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Mass media, instrumental information, and electoral accountability

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  • Bruns, Christian
  • Himmler, Oliver

Abstract

Journalism is widely believed to be crucial for holding elected officials accountable. At the same time economic theory has a hard time providing an instrumental explanation for the existence of “accountability journalism”. According to the common Downsian reasoning, rational voters should not be willing to pay for information out of purely instrumental motives because the individual probabilities of casting the decisive vote are typically very low. We show that this rationale does not apply when a group of voters shares a common goal such as accountability and information is delivered via mass media. In contrast to the pessimistic Downsian view, rational voters can have a considerable willingness to pay for the provision of instrumental information in these scenarios. Our model thus reconciles the rational voter approach with the common perception of journalism as a watchdog that holds elected officials accountable.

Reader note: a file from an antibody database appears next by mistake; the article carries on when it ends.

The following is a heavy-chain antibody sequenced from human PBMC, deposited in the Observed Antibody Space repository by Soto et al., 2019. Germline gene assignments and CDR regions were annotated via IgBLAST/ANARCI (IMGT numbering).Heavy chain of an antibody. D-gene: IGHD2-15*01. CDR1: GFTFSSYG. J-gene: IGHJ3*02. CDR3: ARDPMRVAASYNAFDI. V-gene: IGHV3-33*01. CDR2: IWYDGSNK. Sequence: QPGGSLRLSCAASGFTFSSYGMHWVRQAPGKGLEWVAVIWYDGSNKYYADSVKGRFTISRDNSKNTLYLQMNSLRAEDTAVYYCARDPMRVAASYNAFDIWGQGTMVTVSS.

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  • Bruns, Christian & Himmler, Oliver, 2016. "Mass media, instrumental information, and electoral accountability," Journal of Public Economics, Elsevier, vol. 134(C), pages 75-84.
  • Handle: RePEc:eee:pubeco:v:134:y:2016:i:c:p:75-84
    DOI: 10.1016/j.jpubeco.2016.01.005
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    More about this item

    Keywords

    Accountability; Elections; Information; Media;
    All these keywords.

    JEL classification:

    • D72 - Microeconomics - - Analysis of Collective Decision-Making - - - Political Processes: Rent-seeking, Lobbying, Elections, Legislatures, and Voting Behavior
    • D83 - Microeconomics - - Information, Knowledge, and Uncertainty - - - Search; Learning; Information and Knowledge; Communication; Belief; Unawareness
    • H41 - Public Economics - - Publicly Provided Goods - - - Public Goods

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